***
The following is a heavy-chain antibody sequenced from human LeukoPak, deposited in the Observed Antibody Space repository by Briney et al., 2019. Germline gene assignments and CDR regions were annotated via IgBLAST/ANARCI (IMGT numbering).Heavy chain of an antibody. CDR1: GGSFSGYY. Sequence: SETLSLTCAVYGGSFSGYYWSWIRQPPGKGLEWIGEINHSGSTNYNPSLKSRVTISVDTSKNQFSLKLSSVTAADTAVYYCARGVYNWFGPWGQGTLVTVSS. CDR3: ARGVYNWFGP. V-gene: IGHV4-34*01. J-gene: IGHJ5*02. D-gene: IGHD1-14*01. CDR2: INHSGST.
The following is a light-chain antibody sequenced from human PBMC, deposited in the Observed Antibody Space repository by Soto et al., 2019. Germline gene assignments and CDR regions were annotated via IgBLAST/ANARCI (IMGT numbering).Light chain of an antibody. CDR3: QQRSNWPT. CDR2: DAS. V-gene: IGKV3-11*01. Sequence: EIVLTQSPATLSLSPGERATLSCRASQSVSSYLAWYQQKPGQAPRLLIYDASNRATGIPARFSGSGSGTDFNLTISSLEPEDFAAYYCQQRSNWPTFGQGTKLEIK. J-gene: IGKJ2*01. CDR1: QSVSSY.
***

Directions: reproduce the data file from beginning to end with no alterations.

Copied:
The following is a heavy-chain antibody sequenced from human LeukoPak, deposited in the Observed Antibody Space repository by Briney et al., 2019. Germline gene assignments and CDR regions were annotated via IgBLAST/ANARCI (IMGT numbering).Heavy chain of an antibody. CDR1: GGSFSGYY. Sequence: SETLSLTCAVYGGSFSGYYWSWIRQPPGKGLEWIGEINHSGSTNYNPSLKSRVTISVDTSKNQFSLKLSSVTAADTAVYYCARGVYNWFGPWGQGTLVTVSS. CDR3: ARGVYNWFGP. V-gene: IGHV4-34*01. J-gene: IGHJ5*02. D-gene: IGHD1-14*01. CDR2: INHSGST.
The following is a light-chain antibody sequenced from human PBMC, deposited in the Observed Antibody Space repository by Soto et al., 2019. Germline gene assignments and CDR regions were annotated via IgBLAST/ANARCI (IMGT numbering).Light chain of an antibody. CDR3: QQRSNWPT. CDR2: DAS. V-gene: IGKV3-11*01. Sequence: EIVLTQSPATLSLSPGERATLSCRASQSVSSYLAWYQQKPGQAPRLLIYDASNRATGIPARFSGSGSGTDFNLTISSLEPEDFAAYYCQQRSNWPTFGQGTKLEIK. J-gene: IGKJ2*01. CDR1: QSVSSY.